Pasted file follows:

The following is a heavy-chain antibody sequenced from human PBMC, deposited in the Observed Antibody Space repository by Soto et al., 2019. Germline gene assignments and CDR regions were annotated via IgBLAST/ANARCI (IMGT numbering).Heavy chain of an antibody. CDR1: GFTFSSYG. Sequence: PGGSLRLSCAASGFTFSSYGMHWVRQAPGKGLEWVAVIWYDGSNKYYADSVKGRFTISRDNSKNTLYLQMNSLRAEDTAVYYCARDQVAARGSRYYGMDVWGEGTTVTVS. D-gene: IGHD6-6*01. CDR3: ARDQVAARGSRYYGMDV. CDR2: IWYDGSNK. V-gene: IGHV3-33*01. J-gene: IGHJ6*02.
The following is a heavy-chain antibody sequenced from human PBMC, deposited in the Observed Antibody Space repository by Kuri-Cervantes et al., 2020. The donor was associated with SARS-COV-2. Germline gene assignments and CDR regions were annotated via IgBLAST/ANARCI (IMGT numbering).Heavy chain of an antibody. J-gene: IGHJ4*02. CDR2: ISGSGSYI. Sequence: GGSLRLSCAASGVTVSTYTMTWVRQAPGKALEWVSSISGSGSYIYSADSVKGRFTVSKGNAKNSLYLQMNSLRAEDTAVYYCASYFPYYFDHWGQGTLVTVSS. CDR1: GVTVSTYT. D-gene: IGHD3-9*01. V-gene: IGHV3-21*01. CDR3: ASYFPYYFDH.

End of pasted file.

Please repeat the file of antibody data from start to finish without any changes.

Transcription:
The following is a heavy-chain antibody sequenced from human PBMC, deposited in the Observed Antibody Space repository by Soto et al., 2019. Germline gene assignments and CDR regions were annotated via IgBLAST/ANARCI (IMGT numbering).Heavy chain of an antibody. CDR1: GFTFSSYG. Sequence: PGGSLRLSCAASGFTFSSYGMHWVRQAPGKGLEWVAVIWYDGSNKYYADSVKGRFTISRDNSKNTLYLQMNSLRAEDTAVYYCARDQVAARGSRYYGMDVWGEGTTVTVS. D-gene: IGHD6-6*01. CDR3: ARDQVAARGSRYYGMDV. CDR2: IWYDGSNK. V-gene: IGHV3-33*01. J-gene: IGHJ6*02.
The following is a heavy-chain antibody sequenced from human PBMC, deposited in the Observed Antibody Space repository by Kuri-Cervantes et al., 2020. The donor was associated with SARS-COV-2. Germline gene assignments and CDR regions were annotated via IgBLAST/ANARCI (IMGT numbering).Heavy chain of an antibody. J-gene: IGHJ4*02. CDR2: ISGSGSYI. Sequence: GGSLRLSCAASGVTVSTYTMTWVRQAPGKALEWVSSISGSGSYIYSADSVKGRFTVSKGNAKNSLYLQMNSLRAEDTAVYYCASYFPYYFDHWGQGTLVTVSS. CDR1: GVTVSTYT. D-gene: IGHD3-9*01. V-gene: IGHV3-21*01. CDR3: ASYFPYYFDH.